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pall1

[pawl] /pɔl/
noun
1.
a cloth, often of velvet, for spreading over a coffin, bier, or tomb.
2.
a coffin.
3.
anything that covers, shrouds, or overspreads, especially with darkness or gloom.
4.
Ecclesiastical.
  1. pallium (def 2b).
  2. a linen cloth or a square cloth-covered piece of cardboard used to cover a chalice.
5.
Heraldry. pairle.
6.
Archaic. a cloth spread upon an altar; corporal.
7.
Archaic. a garment, especially a robe, cloak, or the like.
verb (used with object)
8.
to cover with or as with a pall.
Origin of pall1
900
before 900; Middle English; Old English pæll pope's pallium < Latin pallium cloak
Related forms
pall-like, adjective
Can be confused
pale, pail, pall, pallor (see synonym study at pale)
Synonyms
3. shadow, melancholy, oppression.

pall2

[pawl] /pɔl/
verb (used without object)
1.
to have a wearying or tiresome effect (usually followed by on or upon).
2.
to become distasteful or unpleasant.
3.
to become satiated or cloyed with something.
verb (used with object)
4.
to satiate or cloy.
5.
to make dull, distasteful, or unpleasant.
Origin
1350-1400; Middle English pallen; aphetic variant of appall
Synonyms
4. glut, sate, surfeit.
Dictionary.com Unabridged
Based on the Random House Dictionary, © Random House, Inc. 2015.
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Examples from the Web for pall
Contemporary Examples
Historical Examples
  • In the green singing world the pall lifted from his spirits.

    The Path of the King John Buchan
  • That ere youngster we went arter, by Mr. Bofort's wish, was a pall of his.

    Night and Morning, Complete Edward Bulwer-Lytton
  • I have rescued them from the pages of the pall Mall Magazine.

    Immortal Memories Clement Shorter
  • They sat in one of the two large boxes of the pall Mall Theatre.

    Changing Winds St. John G. Ervine
  • The coffin rested on an elevated bier before the altar, its plainness hidden beneath a pall of white-and gold embroidered cloth.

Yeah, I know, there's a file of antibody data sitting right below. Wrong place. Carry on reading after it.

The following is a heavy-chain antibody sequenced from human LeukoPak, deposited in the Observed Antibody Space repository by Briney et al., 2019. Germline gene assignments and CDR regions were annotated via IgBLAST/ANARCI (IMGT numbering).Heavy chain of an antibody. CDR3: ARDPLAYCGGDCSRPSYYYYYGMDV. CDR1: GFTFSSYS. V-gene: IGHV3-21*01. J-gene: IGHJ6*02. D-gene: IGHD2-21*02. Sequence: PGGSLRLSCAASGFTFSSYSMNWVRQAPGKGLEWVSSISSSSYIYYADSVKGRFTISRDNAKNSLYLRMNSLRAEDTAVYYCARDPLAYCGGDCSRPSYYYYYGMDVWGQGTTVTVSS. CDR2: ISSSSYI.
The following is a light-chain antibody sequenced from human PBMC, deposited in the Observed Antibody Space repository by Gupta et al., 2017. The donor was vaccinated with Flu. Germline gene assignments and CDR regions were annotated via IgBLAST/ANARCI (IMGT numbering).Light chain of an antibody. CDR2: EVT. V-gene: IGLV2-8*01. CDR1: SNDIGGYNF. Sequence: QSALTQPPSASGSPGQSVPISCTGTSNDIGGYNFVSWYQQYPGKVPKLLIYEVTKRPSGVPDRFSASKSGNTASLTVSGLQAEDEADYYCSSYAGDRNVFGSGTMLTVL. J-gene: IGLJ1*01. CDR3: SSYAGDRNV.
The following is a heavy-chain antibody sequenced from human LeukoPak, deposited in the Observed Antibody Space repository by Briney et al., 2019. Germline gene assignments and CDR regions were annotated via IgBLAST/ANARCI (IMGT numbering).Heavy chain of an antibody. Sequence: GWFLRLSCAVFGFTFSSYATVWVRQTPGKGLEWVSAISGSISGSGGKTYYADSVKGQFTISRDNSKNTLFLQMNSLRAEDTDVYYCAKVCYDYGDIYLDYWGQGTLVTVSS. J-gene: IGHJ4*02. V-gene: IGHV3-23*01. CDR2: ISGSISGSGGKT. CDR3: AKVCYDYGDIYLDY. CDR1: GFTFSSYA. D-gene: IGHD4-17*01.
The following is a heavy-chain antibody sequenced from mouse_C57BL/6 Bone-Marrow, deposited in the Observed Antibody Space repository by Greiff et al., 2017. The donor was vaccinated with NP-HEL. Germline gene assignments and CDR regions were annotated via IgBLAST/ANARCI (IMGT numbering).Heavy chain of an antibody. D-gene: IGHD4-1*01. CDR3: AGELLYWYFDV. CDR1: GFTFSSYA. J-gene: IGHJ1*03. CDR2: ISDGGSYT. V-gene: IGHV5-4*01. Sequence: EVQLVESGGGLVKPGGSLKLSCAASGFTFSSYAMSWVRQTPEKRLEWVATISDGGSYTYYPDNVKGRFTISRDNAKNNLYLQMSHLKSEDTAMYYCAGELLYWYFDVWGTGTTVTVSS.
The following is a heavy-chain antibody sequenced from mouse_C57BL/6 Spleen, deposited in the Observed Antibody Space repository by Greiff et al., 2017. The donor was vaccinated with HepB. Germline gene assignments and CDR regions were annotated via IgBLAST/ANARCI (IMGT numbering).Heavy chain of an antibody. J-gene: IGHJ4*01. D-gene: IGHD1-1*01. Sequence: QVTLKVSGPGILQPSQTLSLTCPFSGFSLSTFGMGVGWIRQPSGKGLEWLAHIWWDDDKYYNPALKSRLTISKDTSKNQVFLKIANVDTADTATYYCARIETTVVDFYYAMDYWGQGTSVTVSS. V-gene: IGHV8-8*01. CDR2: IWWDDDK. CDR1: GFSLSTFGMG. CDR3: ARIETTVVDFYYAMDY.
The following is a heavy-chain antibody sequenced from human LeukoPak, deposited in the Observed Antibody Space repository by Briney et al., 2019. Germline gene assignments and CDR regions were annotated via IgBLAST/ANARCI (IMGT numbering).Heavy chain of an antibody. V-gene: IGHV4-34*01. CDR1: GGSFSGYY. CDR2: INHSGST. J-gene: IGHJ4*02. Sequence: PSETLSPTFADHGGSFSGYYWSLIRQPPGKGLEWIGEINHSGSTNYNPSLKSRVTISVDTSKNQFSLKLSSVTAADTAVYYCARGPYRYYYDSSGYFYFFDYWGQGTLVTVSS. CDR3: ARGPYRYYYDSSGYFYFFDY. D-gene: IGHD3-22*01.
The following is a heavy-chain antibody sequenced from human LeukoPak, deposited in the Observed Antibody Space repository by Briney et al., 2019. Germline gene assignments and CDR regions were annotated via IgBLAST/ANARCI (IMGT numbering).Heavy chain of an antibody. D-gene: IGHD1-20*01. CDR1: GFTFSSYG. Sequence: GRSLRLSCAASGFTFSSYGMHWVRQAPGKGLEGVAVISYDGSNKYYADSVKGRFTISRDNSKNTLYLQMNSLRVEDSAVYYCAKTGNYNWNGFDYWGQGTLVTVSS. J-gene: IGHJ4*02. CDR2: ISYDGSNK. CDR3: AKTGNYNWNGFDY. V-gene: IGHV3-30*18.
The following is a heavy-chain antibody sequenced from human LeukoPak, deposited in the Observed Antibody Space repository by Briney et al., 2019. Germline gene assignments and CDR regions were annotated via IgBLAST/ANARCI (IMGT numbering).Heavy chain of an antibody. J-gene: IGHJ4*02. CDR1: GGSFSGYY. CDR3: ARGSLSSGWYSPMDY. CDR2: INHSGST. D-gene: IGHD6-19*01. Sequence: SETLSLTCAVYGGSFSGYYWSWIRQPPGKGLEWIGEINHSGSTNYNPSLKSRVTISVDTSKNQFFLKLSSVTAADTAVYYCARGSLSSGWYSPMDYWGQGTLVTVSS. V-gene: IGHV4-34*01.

The Grand Old Man Richard B. Cook
British Dictionary definitions for pall

pall1

/pɔːl/
noun
1.
a cloth covering, usually black, spread over a coffin or tomb
2.
a coffin, esp during the funeral ceremony
3.
a dark heavy covering; shroud: the clouds formed a pall over the sky
4.
a depressing or oppressive atmosphere: her bereavement cast a pall on the party
5.
(heraldry) an ordinary consisting of a Y-shaped bearing
6.
(Christianity)
  1. a small square linen cloth with which the chalice is covered at the Eucharist
  2. an archaic word for pallium (sense 2)
7.
an obsolete word for cloak
verb
8.
(transitive) to cover or depress with a pall
Word Origin
Old English pæll, from Latin: pallium

pall2

/pɔːl/
verb
1.
(intransitive) often foll by on. to become or appear boring, insipid, or tiresome (to): history classes palled on me
2.
to cloy or satiate, or become cloyed or satiated
Word Origin
C14: variant of appal
Collins English Dictionary - Complete & Unabridged 2012 Digital Edition
© William Collins Sons & Co. Ltd. 1979, 1986 © HarperCollins
Publishers 1998, 2000, 2003, 2005, 2006, 2007, 2009, 2012
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Word Origin and History for pall
n.

Old English pæll "rich cloth or cloak, purple robe, altar cloth," from Latin pallium "cloak, coverlet, covering," in Tertullian, the garment worn by Christians instead of the Roman toga; related to pallo "robe, cloak," palla "long upper garment of Roman women," perhaps from the root of pellis "skin." Notion of "cloth spread over a coffin" (mid-15c.) led to figurative sense of "dark, gloomy mood" (1742).

v.

"become tiresome," 1700, from Middle English pallen "to become faint, fail in strength" (late 14c.), shortened form of appallen "to dismay, fill with horror or disgust" (see appall). Related: Palled; palling.

Online Etymology Dictionary, © 2010 Douglas Harper
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